It was not a happy day for the Happy Meal.
In what it described as a blow against the fattening temptations of fast food, the board of supervisors in Santa Clara County, south of San Francisco, voted Tuesday to ban the promotional toys that often accompany child-size portions of cheeseburgers and chicken nuggets if those meals don’t meet certain nutritional standards.
The criteria, which are based on federal standards and recommendations from the nonprofit Institute of Medicine, would apply to all fast-food restaurants giving away toys in meals in-tended for children. Ken Yeager, the board president, said the new law would level “the playing field by taking away the incentive to choose fatty, sugary foods over healthier options.”
When I was a teenager, I was walking down the street and a man hollered out of his car window, “When you wear red, people call you Kool-Aid!”
As amusing as it may be to compare a person to a man-sized pitcher of sugar water, at the time, I felt ugly.
I have always been “fat,” but I have never been unhealthy.
A panic attack is usually an overpowering fear which occurs for no clear reason. Most people may have one episode or perhaps a couple in their whole lives other people can experience anxiety attacks on an ongoing basis. However frequently they occur they can be alarming plus the actual physical symptoms overwhelming and people have been known to telephone emergency medical services when the very first anxiety attack happens.
The signs and symptoms could seem like a heart attack or other life-threatening emergency with sweating excessively, prickling or pins and needles, along with other symptoms present. One of the toughest things about a panic attack is the fear of having to deal with another anxiety attack.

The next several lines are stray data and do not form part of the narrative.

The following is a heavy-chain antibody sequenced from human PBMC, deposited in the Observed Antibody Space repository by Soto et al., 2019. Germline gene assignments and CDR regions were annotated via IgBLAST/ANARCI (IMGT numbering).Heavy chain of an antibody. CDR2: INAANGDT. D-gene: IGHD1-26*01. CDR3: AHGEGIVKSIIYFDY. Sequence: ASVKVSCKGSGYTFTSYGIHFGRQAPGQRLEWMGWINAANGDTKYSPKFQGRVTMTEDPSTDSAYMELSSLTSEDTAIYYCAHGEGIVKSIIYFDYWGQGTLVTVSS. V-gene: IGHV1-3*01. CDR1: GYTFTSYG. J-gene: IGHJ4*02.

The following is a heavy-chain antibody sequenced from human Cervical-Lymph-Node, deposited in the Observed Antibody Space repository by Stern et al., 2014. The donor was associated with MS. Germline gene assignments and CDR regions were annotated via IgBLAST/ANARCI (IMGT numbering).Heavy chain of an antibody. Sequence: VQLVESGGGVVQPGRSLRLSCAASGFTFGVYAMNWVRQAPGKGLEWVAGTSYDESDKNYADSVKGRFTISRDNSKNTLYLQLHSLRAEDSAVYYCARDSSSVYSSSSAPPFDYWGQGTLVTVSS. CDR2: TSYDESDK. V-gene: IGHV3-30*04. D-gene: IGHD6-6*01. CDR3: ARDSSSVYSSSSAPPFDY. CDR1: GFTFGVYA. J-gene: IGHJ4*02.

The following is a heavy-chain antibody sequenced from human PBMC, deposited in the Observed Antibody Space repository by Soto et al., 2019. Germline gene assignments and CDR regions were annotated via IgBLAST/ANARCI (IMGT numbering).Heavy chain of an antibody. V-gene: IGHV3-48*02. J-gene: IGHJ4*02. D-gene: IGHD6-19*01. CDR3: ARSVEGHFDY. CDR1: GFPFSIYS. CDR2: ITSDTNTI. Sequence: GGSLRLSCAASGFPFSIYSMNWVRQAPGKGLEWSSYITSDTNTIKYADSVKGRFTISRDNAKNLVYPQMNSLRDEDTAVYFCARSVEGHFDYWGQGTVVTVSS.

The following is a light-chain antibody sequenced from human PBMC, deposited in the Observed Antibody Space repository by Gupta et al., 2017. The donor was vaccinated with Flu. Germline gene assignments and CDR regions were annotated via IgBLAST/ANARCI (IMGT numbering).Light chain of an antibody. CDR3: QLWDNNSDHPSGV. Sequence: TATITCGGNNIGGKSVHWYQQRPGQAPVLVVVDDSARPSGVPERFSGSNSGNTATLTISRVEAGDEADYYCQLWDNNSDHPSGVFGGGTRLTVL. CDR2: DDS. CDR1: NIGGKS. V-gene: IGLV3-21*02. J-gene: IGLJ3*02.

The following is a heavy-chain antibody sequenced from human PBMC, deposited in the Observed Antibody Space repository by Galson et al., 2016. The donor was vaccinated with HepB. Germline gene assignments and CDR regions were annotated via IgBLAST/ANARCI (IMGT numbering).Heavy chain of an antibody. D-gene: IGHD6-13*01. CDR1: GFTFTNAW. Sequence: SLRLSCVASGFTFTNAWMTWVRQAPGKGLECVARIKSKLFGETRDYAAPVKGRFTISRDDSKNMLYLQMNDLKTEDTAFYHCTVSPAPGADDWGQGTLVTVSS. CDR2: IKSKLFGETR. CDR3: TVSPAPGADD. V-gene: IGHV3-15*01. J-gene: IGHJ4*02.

Previously, anxiety attacks were considered a ‘nervous’ dysfunction or simply stress but now repeated panic attacks are referred to as a medical condition called panic disorder. This is actually an inappropriate flight or fight response.
Constantly rising U.S. health care costs could be reduced significantly by preventing and treating neuropathic pain conditions associated with diabetes and herpes zoster virus infections, according to research published in The Journal of Pain, the peer review publication of the American Pain Society, http://www.ampainsoc.org and jpain.org.
Researchers at the University of Rochester and the University of Arizona examined databases of medical and pharmacy claims at major national health plans covering some 75 million lives. The objective of the study was to estimate and compare health care costs of two peripheral neuropathic pain conditions, post herpetic neuralgia (PHN) and diabetic peripheral neuropathy (DPN). PHN causes pain following rash healing in herpes zoster, which infects 1 million people in the U.S. every year.
DPN is a painful neuropathy estimated to affect up to 47 percent of diabetes patients. According to one study, some 5 million Americans are afflicted with neuropathic pain conditions, of which PHN and DPN are the most common.
Black children with chronic kidney disease have more severe anemia than white children even when they receive the same treatment, according to a multicenter study led by Johns Hopkins Children’s Center to be published in the May issue of the American Journal of Kidney Disease.